Ng A (2017) Tweet on 11.07.2017. Available via https://mobile.twitter.com/andrewyng/status/884810469575344128?lang=de
Likert R (1932) A technique for the measurement of attitudes. Archives of Psychology. 22:55
Team R (2016) RStudio: Integrated Development for R. Available via https://www.rstudio.com
Team RC (2014) R: A language and environment for statistical computing. Available via http://www.r-project.org/
Wickham H, Chang W (2009) ggplot2: An implementation of the Grammar of Graphics. Available via http://ggplot2.tidyverse.org/
Syeda-Mahmood T (2018) Role of Big Data and Machine Learning in Diagnostic Decision Support in Radiology. J Am Coll Radiol 15:569–576
Tajmir SH, Alkasab TK (2018) Toward Augmented Radiologists: Changes in radiology education in the era of machine learning and Artificial Intelligence. Acad Radiol 25:747-750
de Bruijne M (2016) Machine learning approaches in medical image analysis: From detection to diagnosis. Med Image Anal 33:94–97
Esteva A, Kuprel B, Novoa RA et al (2017) Dermatologist-level classification of skin cancer with deep neural networks. Nature 542:115–118
Gulshan V, Peng L, Coram M et al (2016) Development and validation of a deep learning algorithm for detection of diabetic retinopathy in retinal fundus photographs. JAMA 316:2402–2410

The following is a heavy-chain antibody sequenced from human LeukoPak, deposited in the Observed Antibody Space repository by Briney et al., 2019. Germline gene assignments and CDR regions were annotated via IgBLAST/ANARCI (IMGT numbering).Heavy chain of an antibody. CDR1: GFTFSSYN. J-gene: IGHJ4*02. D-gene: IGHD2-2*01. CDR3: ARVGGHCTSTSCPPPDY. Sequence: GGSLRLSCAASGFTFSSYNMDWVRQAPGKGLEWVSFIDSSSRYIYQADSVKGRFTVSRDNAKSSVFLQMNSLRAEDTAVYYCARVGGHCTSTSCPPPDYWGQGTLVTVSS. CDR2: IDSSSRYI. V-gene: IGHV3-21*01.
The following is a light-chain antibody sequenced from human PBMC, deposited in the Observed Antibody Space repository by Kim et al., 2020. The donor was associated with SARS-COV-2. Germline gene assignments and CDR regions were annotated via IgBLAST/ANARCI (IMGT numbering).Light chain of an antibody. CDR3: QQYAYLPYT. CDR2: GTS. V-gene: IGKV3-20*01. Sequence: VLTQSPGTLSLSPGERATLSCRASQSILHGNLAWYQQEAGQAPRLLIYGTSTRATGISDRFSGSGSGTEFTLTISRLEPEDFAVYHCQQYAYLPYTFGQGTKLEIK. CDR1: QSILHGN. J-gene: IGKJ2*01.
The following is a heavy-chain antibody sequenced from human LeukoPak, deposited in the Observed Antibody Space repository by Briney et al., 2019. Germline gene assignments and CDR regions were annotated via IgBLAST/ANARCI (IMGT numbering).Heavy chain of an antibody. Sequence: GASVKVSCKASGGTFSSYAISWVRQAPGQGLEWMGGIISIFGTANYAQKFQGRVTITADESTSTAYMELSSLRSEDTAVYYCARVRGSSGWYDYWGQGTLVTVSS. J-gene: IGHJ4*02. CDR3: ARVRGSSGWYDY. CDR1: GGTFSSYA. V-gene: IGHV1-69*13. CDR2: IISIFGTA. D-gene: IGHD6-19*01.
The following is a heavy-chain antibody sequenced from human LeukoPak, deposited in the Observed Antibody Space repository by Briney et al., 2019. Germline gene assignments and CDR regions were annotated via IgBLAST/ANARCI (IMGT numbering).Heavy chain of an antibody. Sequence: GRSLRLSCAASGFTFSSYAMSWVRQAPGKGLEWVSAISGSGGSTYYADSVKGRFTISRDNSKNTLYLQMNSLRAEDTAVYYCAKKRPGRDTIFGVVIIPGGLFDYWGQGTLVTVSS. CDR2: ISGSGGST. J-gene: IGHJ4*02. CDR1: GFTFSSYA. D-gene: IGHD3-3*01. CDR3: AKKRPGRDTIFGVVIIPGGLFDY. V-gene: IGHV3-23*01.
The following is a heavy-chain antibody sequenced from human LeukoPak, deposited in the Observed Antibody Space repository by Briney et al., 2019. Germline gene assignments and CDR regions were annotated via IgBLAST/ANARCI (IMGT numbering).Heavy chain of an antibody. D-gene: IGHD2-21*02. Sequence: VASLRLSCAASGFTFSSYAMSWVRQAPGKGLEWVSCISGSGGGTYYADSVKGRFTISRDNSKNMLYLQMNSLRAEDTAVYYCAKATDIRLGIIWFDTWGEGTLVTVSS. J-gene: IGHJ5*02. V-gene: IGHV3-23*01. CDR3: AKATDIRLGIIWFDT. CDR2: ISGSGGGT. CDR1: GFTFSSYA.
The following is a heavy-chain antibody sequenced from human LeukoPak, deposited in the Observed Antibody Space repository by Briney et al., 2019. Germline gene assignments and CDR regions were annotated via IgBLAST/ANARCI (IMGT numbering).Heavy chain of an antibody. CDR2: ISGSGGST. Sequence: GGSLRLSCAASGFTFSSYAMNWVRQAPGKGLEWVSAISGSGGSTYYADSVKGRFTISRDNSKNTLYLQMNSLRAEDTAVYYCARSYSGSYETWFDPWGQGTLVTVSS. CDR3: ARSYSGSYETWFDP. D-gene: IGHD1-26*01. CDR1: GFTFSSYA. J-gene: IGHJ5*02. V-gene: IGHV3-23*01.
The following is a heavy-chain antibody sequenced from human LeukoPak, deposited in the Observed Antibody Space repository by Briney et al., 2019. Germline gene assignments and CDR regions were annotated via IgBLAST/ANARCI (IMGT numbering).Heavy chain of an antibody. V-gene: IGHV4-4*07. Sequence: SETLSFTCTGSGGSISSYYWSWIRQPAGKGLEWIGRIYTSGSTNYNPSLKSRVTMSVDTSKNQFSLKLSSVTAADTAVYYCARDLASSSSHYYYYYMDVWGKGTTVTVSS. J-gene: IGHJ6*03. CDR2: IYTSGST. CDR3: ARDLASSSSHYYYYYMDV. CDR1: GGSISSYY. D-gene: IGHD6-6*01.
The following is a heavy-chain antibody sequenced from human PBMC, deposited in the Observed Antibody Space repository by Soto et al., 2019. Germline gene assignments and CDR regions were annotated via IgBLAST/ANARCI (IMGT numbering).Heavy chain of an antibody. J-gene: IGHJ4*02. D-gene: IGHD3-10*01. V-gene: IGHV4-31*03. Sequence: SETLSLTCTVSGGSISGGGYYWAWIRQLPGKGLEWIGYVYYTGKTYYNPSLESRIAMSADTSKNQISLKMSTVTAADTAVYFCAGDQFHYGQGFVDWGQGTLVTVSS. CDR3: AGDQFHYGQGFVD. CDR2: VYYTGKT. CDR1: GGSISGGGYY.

The authors would like to acknowledge Helen Anna Toder, Franziska Stern, Franziska Inka Meyer, Elisabeth Neuhaus, Jasmin Weindler, Nedim Beste, Sebastian Dern, Omer Reiner and Melanie Treutlein who helped in distributing the questionnaire to the students.
The authors state that this work has not received any funding.
The scientific guarantor of this publication is Prof. Dr. David Maintz, University Hospital of Cologne (firstname.lastname@example.org).
Conflict of interest
The authors of this paper declare no relationships with any companies whose products or services may be related to the subject matter of the article.
Statistics and biometry
No complex statistical methods were necessary for this paper.
Written informed consent was not required for this study because this study involved no patients. Participation in the questionnaire was voluntary and had no relation to the students’ curricular activities. Respondents were informed on the nature and purpose of the questionnaire and anonymity was guaranteed.
Institutional Review Board approval was not required because this study involved no patients. Participation in the questionnaire was voluntary and had no relation to the students’ curricular activities. Respondents were informed on the nature and purpose of the questionnaire and anonymity was guaranteed.
• cross-sectional study
• multicentre study
About this article
Cite this article
Pinto dos Santos, D., Giese, D., Brodehl, S. et al. Medical students' attitude towards artificial intelligence: a multicentre survey. Eur Radiol 29, 1640–1646 (2019). https://doi.org/10.1007/s00330-018-5601-1
- Artificial intelligence
- Education, medical
- Surveys and questionnaires